The key to successful program design — especially for non-beginners — is to set the right goal from the start.

The single most important way to avoid frustrating plateaus is to start by building your entire program around a single training goal. The real key here is to make the goal as specific as possible.

Instead of saying, “I want to get stronger,” you need to be much more specific:

  • Which lifts do you want to get stronger in?
  • What type of strength do you want to develop?
  • How much stronger can you realistically get in the next six to twelve weeks?

Why beginners should avoid “getting stronger”.

If you’ve been training five years or more, your strength goals need to based on a single lift or a single movement pattern. (Beginners can easily see improvement in strength across 4-5 different lifts in a given program.)

If squatting is your biggest weakness, don’t build a training program with the general goal of getting “stronger.” Instead, build it specifically around improving your squat.

Make the squat your primary exercise in two or three sessions per week. Build your accessory exercises around improving squat strength. Work on improving your squat technique.

The same thing applies to conditioning-based goals as well. Instead of starting with the goal of “improving conditioning,” first look at no more than two or three markers of conditioning and build your program around increasing those. Make your goal to lower your resting heart rate by three to five beats-per-minute, or cut 20 seconds off your mile time.

A narrowly defined goal — especially for more advanced athletes — will ensure that you actually make progress instead of spinning your wheels.

Mistake #2: Using too many methods and exercises
Solution: Use less variety

As a direct result of starting with goals that are overly broad, another common programming mistake is to use too much variety within the program itself. Think of it this way: if you’re trying to improve ten different things, there’s no way to avoid lots of different methods and exercises.

It may seem counterintuitive, but too much variety is the enemy of progress because the body doesn’t get the consistent and targeted stimulus that it needs to improve.

A lot of programs today are filled with endless variety — a consequence of Crossfit and group-fitness style training. But if “fitness” was simply a matter of shoving the most exercises into the shortest timeframe, then avoiding plateaus would be easy and everyone would be in great shape.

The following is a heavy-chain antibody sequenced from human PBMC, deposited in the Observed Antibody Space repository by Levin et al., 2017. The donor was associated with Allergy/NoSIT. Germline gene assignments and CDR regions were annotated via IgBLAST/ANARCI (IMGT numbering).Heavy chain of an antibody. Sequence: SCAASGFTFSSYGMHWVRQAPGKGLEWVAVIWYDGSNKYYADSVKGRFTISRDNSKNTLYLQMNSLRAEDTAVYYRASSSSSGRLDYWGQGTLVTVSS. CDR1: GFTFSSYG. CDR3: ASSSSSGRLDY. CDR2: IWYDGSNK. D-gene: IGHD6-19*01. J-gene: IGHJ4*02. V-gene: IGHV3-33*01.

The truth, though, is that using twenty different exercises per workout and totally different exercises each and every workout, is a surefire way to quickly hit a wall.

Consistency, not variety, is what you should be aiming for when it comes to programming.

This means that another one of the keys to avoiding plateaus is to do the opposite of what most people think and use less variety. In fact, if you’re a high-level athlete, or are just in great shape, I suggest that you use dramatically less variety.

The higher your level of fitness, the fewer training methods and core exercises you should be using within your program. Again, to increase fitness to higher and higher levels means the stress you place on your body must be more and more targeted. Using too many exercises and methods spreads the stress out too much and reduces its effectiveness.

Here’s a good general rule of thumb to determine what’s appropriate:

  • Low fitness: 4-5 methods, 12-15 exercises
  • Moderate fitness: 3-4 methods, 8-12 exercises
  • High fitness: 3-4 methods, 6-8 exercises
  • World-class fitness: 2-3 methods, 4-5 exercises

For example. Let’s say you’ve already got a high level of fitness, but you want to improve your conditioning to an even higher level. Using the guidelines above, you’d want to focus on using no more than 3-4 primary methods. You’d want to select higher intensity methods like threshold training, cardiac power intervals, and high resistance intervals. (

When it comes to exercises, again you’d want to limit them to no more than 6-8 and select them based on the chosen methods and where your specific weaknesses are. If you struggle with running, for example, you’d want to use one or two sprinting variations for the threshold and cardiac power intervals. Keep the same exercises throughout the program and resist the temptation to add variety just for the sake of variety.

Fewer methods and exercises means your body will see a much more consistent stimulus — and this consistency is what drives progress. Once you’ve set your goals and selected the minimum number of methods and exercises necessary, the final step to avoiding plateaus is understanding the relationship between intensity and frequency.